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Metabolic and Isotopic Instationary Experiments : A Simulative Study


Wahl,  A.
Bioprocess Engineering, Max Planck Institute for Dynamics of Complex Technical Systems, Max Planck Society;

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Wahl, A., Nöh, K., & Wiechert, W. (2006). Metabolic and Isotopic Instationary Experiments: A Simulative Study. Talk presented at Metabolic Engineering VI. Noordwijkerhout, The Netherlands. 2006-10-01 - 2006-10-05.

Cite as: http://hdl.handle.net/11858/00-001M-0000-0013-9996-E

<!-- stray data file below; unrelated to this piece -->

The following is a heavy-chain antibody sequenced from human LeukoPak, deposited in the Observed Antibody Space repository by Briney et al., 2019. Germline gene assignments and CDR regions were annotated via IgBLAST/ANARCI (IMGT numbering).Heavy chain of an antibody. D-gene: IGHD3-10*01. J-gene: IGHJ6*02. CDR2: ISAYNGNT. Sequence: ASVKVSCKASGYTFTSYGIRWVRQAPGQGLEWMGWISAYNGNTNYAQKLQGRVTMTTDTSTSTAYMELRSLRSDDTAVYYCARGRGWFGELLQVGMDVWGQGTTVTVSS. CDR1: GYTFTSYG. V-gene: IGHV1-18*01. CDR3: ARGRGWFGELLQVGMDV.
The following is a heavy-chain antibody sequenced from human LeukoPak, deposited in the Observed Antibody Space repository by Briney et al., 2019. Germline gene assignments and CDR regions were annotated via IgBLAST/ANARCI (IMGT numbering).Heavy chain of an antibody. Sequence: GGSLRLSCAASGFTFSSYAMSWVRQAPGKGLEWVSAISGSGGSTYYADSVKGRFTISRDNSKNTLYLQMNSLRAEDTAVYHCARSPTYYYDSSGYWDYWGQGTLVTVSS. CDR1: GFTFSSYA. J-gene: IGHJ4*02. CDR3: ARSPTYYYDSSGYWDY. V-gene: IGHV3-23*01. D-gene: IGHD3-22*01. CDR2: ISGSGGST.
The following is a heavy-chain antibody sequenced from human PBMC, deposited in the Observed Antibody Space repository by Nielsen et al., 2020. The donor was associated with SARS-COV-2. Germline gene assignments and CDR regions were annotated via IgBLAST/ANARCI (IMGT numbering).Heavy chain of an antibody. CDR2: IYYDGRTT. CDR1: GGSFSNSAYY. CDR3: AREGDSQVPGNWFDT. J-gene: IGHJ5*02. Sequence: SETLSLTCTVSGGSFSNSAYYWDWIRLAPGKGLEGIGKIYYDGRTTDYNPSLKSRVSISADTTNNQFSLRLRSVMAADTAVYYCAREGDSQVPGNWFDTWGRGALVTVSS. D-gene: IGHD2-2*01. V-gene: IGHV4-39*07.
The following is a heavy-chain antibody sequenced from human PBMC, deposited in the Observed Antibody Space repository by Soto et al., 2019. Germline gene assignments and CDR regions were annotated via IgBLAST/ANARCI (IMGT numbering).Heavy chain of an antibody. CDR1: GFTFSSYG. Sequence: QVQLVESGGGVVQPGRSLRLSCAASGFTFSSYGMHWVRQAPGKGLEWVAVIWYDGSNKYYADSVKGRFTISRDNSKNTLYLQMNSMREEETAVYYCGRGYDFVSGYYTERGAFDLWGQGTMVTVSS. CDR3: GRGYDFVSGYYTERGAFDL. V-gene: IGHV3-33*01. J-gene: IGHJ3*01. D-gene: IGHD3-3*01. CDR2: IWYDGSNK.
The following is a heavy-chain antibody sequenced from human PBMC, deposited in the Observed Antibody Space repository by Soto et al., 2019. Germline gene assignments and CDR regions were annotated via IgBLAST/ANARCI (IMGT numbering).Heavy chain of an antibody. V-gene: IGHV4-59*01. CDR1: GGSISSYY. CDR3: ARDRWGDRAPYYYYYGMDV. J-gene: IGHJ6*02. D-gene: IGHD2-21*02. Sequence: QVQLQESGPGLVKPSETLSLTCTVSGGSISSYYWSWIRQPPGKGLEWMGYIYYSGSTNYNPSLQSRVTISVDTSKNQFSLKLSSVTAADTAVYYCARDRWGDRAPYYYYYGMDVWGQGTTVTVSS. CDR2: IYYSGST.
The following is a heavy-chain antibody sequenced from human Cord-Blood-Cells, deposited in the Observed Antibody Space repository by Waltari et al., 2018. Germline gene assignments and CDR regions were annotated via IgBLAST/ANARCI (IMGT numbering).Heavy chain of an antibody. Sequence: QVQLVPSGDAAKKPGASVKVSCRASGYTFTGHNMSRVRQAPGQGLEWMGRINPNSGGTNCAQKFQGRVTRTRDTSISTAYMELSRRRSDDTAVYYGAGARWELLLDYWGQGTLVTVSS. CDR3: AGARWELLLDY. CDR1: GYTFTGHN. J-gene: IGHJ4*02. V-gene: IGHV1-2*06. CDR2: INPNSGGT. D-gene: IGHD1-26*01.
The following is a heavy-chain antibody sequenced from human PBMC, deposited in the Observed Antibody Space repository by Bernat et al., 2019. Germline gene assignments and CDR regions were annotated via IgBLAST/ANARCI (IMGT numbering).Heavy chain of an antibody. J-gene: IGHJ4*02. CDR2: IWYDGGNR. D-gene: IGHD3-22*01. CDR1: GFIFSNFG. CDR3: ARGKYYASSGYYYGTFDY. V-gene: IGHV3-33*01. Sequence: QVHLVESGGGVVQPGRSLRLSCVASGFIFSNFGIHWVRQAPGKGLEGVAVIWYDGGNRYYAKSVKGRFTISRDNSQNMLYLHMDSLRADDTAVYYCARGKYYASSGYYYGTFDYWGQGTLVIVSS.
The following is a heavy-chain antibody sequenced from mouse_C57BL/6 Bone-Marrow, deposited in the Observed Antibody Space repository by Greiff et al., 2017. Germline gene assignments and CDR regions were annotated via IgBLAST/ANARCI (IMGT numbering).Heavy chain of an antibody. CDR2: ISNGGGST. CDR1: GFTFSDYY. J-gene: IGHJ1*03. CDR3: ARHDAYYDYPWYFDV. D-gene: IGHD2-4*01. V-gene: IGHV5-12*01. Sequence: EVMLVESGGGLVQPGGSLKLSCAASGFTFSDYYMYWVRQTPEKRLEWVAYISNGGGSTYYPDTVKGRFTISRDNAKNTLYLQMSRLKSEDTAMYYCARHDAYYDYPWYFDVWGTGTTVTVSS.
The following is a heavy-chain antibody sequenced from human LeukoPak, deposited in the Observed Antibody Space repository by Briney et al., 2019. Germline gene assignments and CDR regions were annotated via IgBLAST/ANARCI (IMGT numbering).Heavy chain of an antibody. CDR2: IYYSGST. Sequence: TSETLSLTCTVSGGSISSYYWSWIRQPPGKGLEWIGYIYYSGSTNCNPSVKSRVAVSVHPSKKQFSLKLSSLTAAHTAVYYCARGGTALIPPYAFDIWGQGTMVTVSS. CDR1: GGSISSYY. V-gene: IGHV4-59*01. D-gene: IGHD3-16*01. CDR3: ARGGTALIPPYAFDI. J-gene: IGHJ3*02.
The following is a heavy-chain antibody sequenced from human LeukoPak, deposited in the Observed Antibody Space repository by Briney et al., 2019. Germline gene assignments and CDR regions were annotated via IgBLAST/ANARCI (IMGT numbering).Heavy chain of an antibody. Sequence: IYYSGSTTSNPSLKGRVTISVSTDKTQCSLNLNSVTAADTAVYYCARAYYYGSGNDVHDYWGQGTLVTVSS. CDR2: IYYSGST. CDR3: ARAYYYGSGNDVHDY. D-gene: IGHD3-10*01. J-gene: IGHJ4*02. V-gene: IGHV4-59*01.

Introduction The determination of in vivo enzyme kinetic parameters from Stimulus-Response-Experiments has shown to be limited to only a small number of parameters. Even if the data from several experiments is gathered, it is not possible to identify all (mechanistic) model parameters [1, 3]. In case of stationary metabolic flux analysis, the use of 13C labeling has proven to increase the information content significantly [4]. Metabolic steady state experiments at instationary labeling are currently evaluated and will further refine the resolution of the flux distribution. Thus, a metabolic and isotopic stimulus should increase the accuracy of kinetic parameter estimation. A simulation study is used to examine the information contained in the labeling transients for the enzyme kinetic parameter identification. Model Structure and Simulation Accepting the common assumptions, especially homogeneity of the intracellular metabolites, the dynamic state of a metabolic network is described by the concentrations c, the kinetic rate equations v with the parameters a and solving the differential equation dc/dt=Nv(a,c). The labeling state of the metabolites is described by their isotopomer distributions x, that depend on the network fluxes and the given input substrates ainp: dx/dt = F inp c,c together the network concentrations and labeling states can be characterized by the isotopomer concentrations (xc). A simple cyclic reaction network is used to estimate the information gain by using 13C labeled substrates. Different scenarios regarding the availability and precision of measurements (assuming LC-MS/MS) as well as different input substrate mixtures are studied. All simulations are carried out using the software MMT2 [2]. The scenarios are compared by statistical measures like the parameter covariance and the D criterium. Conclusions Using 13C labeled substrates and intracellular measurements of the transient labeling state, it is possible to significantly increase the accuracy of the kinetic parameter estimation. Interestingly, also the correlations of the parameters strongly decrease. When only measuring the concentrations, an observed concentration increase can be explained by an increased influx or a decreased efflux. Adding the isotopic transients to the concentration courses give clues on the pool exchanges. With the labeling transients the pool exchange can be identified more directly as the labeling increase depends on the labeling influx. Thus, the labeling measurements deliver further important constraints. Comparing the experiment with labeled substrate to its reference counterpart without labeling shows a six fold increase in parameter estimation accuracy. In particular, the mean standard deviations are drastically decreased. Missing concentration measurements seem to be tolerable as long as the mass isotopomer distributions can be measured. Looking at the mean standard deviations of the parameters, only a loss of 10% in accuracy is observed. The results obtained from the example network should be transferable to real size metabolic networks. In the case of isotopically instationary experiments under metabolic steady-state conditions a similar example network was used to estimate the information gain and the conclusions drawn have shown to be valid also for realistic networks. References [1] Degenring, D., Frümel, C., Dikta, G., and Takors., R. (2004). Sensitivity analysis for the reduction of complex metabolism models. J Proc Contr, 14(7):729-745. [2] Haunschild, M. D., Wahl, S. A., von Lieres, E., Qeli, E., Freisleben, B., Takors, R., and Wiechert, W. (2004). MMT 2: supporting the modeling process for rapid sampling experiments. In Liao, J., editor, Metabolic Engineering V, Lake Tahoe, California, September 2004. [3] Wahl, S., Haunschild, M., Oldiges, M., and Wiechert, W. (accepted). Unraveling the regulatory structure of biochemical networks using stimulus response experiments and large scale model selection. IEE Proc Syst Biol. [4] Wiechert, W. (2001). C-13 metabolic flux analysis. Met Eng, 3(3):195-206.